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Climate-induced abrupt shifts in structural states trigger delayed transitions in functional states

Overview of attention for article published in Ecological Indicators, August 2020
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Title
Climate-induced abrupt shifts in structural states trigger delayed transitions in functional states
Published in
Ecological Indicators, August 2020
DOI 10.1016/j.ecolind.2020.106468
Authors

Yanbin Hao, Wenjun Liu, Xingliang Xu, Seth M. Munson, Xiaoming Kang, Xiaoyong Cui, Nianpeng He, Yanfen Wang

Twitter Demographics

The data shown below were collected from the profile of 1 tweeter who shared this research output. Click here to find out more about how the information was compiled.

Attention Score in Context

This research output has an Altmetric Attention Score of 1. This is our high-level measure of the quality and quantity of online attention that it has received. This Attention Score, as well as the ranking and number of research outputs shown below, was calculated when the research output was last mentioned on 05 June 2020.
All research outputs
#10,051,339
of 15,781,250 outputs
Outputs from Ecological Indicators
#1,431
of 2,157 outputs
Outputs of similar age
#171,656
of 290,694 outputs
Outputs of similar age from Ecological Indicators
#56
of 81 outputs
Altmetric has tracked 15,781,250 research outputs across all sources so far. This one is in the 23rd percentile – i.e., 23% of other outputs scored the same or lower than it.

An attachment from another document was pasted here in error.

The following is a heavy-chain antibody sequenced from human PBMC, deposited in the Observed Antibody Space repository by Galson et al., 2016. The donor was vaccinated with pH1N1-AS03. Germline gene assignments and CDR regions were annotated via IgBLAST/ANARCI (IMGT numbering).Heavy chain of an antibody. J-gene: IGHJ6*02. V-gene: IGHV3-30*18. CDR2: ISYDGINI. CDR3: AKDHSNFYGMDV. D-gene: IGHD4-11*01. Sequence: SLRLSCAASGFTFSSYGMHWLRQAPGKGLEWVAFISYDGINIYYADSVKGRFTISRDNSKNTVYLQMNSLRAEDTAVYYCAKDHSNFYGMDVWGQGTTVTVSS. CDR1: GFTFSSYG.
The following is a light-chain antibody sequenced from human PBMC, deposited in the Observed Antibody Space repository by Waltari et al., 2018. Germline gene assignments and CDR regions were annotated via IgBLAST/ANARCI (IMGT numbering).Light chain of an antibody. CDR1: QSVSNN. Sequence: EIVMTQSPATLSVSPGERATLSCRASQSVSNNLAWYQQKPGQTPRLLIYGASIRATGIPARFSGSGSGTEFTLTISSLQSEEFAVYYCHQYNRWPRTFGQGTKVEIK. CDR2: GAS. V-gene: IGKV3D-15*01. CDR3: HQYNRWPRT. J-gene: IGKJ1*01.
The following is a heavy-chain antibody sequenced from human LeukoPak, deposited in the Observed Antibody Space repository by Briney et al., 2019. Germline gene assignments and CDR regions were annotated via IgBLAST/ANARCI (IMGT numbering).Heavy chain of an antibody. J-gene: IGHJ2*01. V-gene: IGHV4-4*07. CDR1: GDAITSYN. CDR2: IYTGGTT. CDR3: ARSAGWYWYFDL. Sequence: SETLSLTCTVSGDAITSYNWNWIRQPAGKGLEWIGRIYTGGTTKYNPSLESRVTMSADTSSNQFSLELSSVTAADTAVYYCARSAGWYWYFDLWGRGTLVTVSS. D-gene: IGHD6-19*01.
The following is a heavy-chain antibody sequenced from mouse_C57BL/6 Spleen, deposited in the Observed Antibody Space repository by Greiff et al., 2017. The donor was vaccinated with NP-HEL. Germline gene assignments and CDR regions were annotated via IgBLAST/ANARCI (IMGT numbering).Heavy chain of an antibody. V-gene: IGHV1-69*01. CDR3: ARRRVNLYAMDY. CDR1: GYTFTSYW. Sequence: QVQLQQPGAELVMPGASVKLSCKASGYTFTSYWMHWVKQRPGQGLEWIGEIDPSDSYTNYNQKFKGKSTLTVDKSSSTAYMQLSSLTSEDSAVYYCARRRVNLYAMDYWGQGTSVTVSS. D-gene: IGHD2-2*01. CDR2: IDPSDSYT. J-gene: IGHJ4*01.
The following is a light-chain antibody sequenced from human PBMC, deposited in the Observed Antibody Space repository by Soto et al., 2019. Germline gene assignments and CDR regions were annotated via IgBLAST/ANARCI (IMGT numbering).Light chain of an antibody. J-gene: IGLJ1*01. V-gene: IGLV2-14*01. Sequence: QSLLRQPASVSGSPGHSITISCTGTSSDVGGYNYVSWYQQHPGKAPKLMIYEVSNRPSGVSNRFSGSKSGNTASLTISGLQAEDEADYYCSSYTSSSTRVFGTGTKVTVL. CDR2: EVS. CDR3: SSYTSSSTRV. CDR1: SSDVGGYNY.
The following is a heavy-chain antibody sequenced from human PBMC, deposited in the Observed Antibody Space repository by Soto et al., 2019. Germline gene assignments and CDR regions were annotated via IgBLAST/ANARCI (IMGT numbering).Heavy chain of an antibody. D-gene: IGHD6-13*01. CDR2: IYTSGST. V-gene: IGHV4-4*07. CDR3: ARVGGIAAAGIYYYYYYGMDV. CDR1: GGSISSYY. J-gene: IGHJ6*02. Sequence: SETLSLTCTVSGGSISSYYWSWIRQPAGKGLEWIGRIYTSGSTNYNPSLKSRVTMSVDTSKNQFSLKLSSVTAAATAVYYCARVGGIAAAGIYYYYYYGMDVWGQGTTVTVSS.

So far Altmetric has tracked 2,157 research outputs from this source. They typically receive a little more attention than average, with a mean Attention Score of 6.0. This one is in the 21st percentile – i.e., 21% of its peers scored the same or lower than it.
Older research outputs will score higher simply because they've had more time to accumulate mentions. To account for age we can compare this Altmetric Attention Score to the 290,694 tracked outputs that were published within six weeks on either side of this one in any source. This one is in the 32nd percentile – i.e., 32% of its contemporaries scored the same or lower than it.
We're also able to compare this research output to 81 others from the same source and published within six weeks on either side of this one. This one is in the 14th percentile – i.e., 14% of its contemporaries scored the same or lower than it.